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FESTIVAL TO MARK PARKWAY'S SHIFT FROM 4 TO 2 LANES AS TRAIL OPENS

NIAGARA FALLS - Hikers, cyclists, in-line skaters and, when the snows come, cross-country skiers will soon replace cars, SUVs and tour buses on a 5-mile stretch of the Robert Moses Parkway above the Niagara Gorge.

"Our mission is to promote the usage of this trailway while promoting awareness of the value the gorge front offers residents and Niagara regional tourism," said City Councilman Paul Dyster, founder of the Niagara Waterfront Education Outreach Program.

The state parks office will begin a two-year pilot project Saturday by converting the two southbound lanes of the parkway between Devil's Hole State Park and the Schoellkopf Geological Museum into a hiking-biking path along the Niagara Gorge. The two northbound lanes of that section of the parkway will become a two-way, undivided highway going north and south.

The closing of part of the parkway and the opening of the hiking trail will be marked by the Great Niagara Gorge Festival, a daylong celebration along the rim of the gorge high above the Niagara River.

"The grand opening of the gorge front pedestrian-bicycle trail is a milestone in Niagara's return to ecologically based tourism and community activity," said Robert M. Rubin, a member of the Niagara Waterfront Revitalization Task Force. "We reside in, and are stewards of, the most spectacular urban landscape in the world."

Up to 2,000 people are expected to flock to Whirlpool State Park to take part in a wide variety of events designed to satisfy the body, mind and soul, said festival coordinator Pam Smith, a member of the Niagara Waterfront Revitalization Task Force, which is orchestrating the day's events.

"We encourage families to bring their walking shoes, bicycles and picnic baskets and experience the Niagara River and the gorge in a new and stimulating way," said Smith. "This project is intended to educate people about the significance of the environmental assets that make up the Niagara River waterfront."

The festival starts at 10 a.m. and features a gorge-top walk along the new Niagara trail that will link Niagara University, Devil's Hole State Park, Whirpool State Park, the new DeVeaux Woods State Park, Schoellkopf Geological Museum and Niagara Reservation - America's first state park and home to the falls.

The 5-mile bicycle trail is part of a long-range project that will ultimately link existing disconnected bike paths from Chautauqua to Youngstown, said Dennis Galucki, chairman of the Greater Buffalo Niagara Regional Transportation Council's Bicycle Pedestrian subcommittee.

The day's events will also include a 5K run, a parade of decorated bicycles and a local theater production chronicling the recent history of the Niagara area.

Niagara historian and author Paul Gromosiak suggests that everyone bring an American flag to the festival.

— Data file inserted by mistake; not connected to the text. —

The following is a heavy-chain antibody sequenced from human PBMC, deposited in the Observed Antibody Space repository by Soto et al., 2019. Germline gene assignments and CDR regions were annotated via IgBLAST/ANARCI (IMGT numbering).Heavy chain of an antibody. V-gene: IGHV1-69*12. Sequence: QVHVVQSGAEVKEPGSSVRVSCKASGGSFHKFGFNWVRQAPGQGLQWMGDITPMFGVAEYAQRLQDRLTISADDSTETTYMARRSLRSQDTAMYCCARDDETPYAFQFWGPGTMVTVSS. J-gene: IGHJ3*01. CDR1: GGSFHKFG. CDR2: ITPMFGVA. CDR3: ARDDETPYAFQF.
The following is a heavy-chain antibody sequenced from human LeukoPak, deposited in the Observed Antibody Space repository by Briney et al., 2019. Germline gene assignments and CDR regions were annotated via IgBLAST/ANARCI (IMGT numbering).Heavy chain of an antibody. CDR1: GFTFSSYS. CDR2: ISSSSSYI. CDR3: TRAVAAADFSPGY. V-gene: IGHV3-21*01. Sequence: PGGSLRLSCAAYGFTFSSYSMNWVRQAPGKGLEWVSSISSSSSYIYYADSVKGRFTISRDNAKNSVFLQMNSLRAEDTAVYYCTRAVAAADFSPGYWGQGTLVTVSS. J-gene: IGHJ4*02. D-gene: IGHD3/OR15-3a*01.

"Since the tragic events in New York, Washington and Pennsylvania, I've never seen so many of our flags flying throughout the Niagara Frontier," said Gromosiak. "This would be a wonderful opportunity to express our patriotism in a part of America that has such history and significance."

The $1 million trial run to turn part of the parkway into a hiking-biking trail was initiated by the state as a compromise between groups like Niagara Heritage Partnership and people who say the parkway is a vital link between downtown Niagara Falls and Lewiston.

The partnership, which wants to restore the natural environment of the Niagara Gorge by removing a 6-mile section of the parkway from downtown Niagara Falls to Lewiston, says it has the support of more than 30 organizations with a total membership of nearly 1 million. The group also says it has collected the names of more than 3,000 individuals through door-to-door campaigns, local events such as National Trails Day and on its Web site, www.niagaraheritage.org.

"The Niagara Heritage Partnership refuses to see the two-lane closure as a compromise," said the partnership's Bob Baxter. "We take the state parks' word that it's a pilot, a test project to find out the best solution to a bad decision made nearly half a century ago. It's puzzling as a pilot, however, and we're still trying to find out about its underlying rationale."

The gorge festival's scheduled events will be interspersed with a variety of entertainments and booths in and around Whirlpool State Park, including Underground Railroad interpretations, student art contest, face-painting and autographs by Buffalo Sabres mascot Sabretooth and the Triple-A baseball team's Buster the Bison. And there will be plenty of food and refreshments, said Smith.

Schedule of events:

5K race starts at 11 a.m. Runners are asked to register for the run between 9 and 10:30 at Whirlpool State Park.

Bicycle parade, where prizes will be awarded for the best-decorated bike, and the gorge walk, to be led by the Niagara Middle School Marching Band, will both get under way at noon at Schoellkopf Geological Museum, heading for Devil's Hole State Park. Registration, which is necessary for the bicycle cavalcade and for the heritage walk to get a T-shirt, will be at 11:45 a.m. at the museum.

The Outer Circle Orchestra, a local group of musicians, will perform at Whirlpool State Park from noon until 4 p.m.

A staged production of the area's history by the Western Door Playhouse, a band of Niagara County actors and actresses, will be performed at 2:30 p.m. at Devil's Hole State Park.

For details, see the festival's Web site, www.niagaraheritage.org.

e-mail: bmichelmore@buffnews.com